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OA07 - Precision Medicine Involves Biology and Patients (ID 132)
- Event: WCLC 2019
- Type: Oral Session
- Track: Advanced NSCLC
- Presentations: 1
- Now Available
OA07.07 - Quality of Life (QoL) Analysis in Lung Cancer: A Systematic Review of Phase III Trials Published Between 2012 and 2018 (Now Available) (ID 1958)
11:00 - 12:30 | Author(s): Gianmarco Leone
We previously reported that QoL is not included among endpoints and QoL results are underreported in a high proportion of phase III trials in oncology. Here we describe QoL prevalence and heterogeneity in QoL reporting in lung cancer phase III trials.Method
We selected all primary publications of lung cancer phase III trials evaluating anticancer drugs published between 2012 and 2018 by 11 major journals. We analyzed QoL inclusion among endpoints, presence of QoL results and methodology of QoL analysis.Result
122 publications were identified. In 39 (32.0%) publications, QoL was not listed among endpoints: 10/17 (58.8%) early stage/locally advanced NSCLC, 15/54 (27.8%) first-line of advanced NSCLC; 10/41 (24.4%) second and further lines of advanced NSCLC, 4/10 (40.0%) SCLC. Proportion of trials not including QoL was similar over time: 32.9% publications in 2012-2015 vs. 30.6% in 2016-2018. QoL was not listed among endpoints in primary publication in 16/80 (20.0%) for-profit trials vs. 23/42 (54.8%) no-profit trials. Out of 83 trials including QoL among endpoints, QoL results were not reported in 36 primary publications (43.4%). Proportion of trials not reporting QoL results in primary publication significantly increased over time (30.6% 2012-2015 vs. 61.8% 2016-2018, p=0.005). Overall, QoL data were not available in 65/122 (61.5%) primary publications, due to the absence as endpoint or unpublished results. QoL data were not available in primary publication in 48/80 (60.0%) for-profit trials vs. 27/42 (64.3%) no-profit trials. QoL data were lacking in 48/78 (70.6%) publications of trials with overall survival as primary endpoint, 27/54 (50.0%) with other primary endpoints and 28/54 (51.9%) publications with a positive result. For trials including QoL among endpoints but lacking QoL results in primary publication, probability of secondary publication was 6.3%, 30.1% and 49.8% after 1, 2 and 3 years respectively, without evidence of improvement in time to publication comparing 2012-2015 vs. 2016-2018. Out of 83 trials including QoL, most common tools were EORTC QLQ-C30 (42, 50.6%); EORTC LC13 (39, 47.0%); EQ-5D (37, 44.6%); LCSS (19, 22.9%); FACT-L (15, 18.1%). Out of 58 trials with available results, common methods of analysis were mean scores or changes (45, 77.6%), time to deterioration (31, 53.4%) and proportion of responders (19, 32.8%). Availability of a secondary QoL publication allowed a higher number of methods of QoL analysis (p<0.001).Conclusion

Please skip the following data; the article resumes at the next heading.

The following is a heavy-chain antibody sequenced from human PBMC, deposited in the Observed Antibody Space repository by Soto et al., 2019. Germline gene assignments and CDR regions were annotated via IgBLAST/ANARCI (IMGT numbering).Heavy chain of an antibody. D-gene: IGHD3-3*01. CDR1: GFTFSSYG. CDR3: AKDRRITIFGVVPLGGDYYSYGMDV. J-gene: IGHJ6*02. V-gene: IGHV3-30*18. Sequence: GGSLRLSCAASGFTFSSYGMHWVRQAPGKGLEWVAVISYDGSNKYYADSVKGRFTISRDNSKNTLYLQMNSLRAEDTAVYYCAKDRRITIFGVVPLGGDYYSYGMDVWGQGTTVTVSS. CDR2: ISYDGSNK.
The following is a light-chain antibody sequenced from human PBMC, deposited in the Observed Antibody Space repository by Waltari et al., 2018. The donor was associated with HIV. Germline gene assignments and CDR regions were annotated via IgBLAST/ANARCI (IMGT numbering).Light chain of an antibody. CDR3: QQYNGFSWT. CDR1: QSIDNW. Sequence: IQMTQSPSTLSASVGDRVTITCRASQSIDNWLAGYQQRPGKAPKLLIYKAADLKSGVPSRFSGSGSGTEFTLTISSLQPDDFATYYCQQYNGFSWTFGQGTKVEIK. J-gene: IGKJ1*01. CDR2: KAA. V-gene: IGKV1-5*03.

QoL is not assessed in a high proportion of phase III trials evaluating lung cancer patients, a setting where attention to QoL should be particularly high, due to symptoms and limited life expectancy. Furthermore, the timely inclusion of QoL results in primary publications is worsening in recent years. Secondary publications allow a more complete description of QoL results, but imply a delay in their availability.
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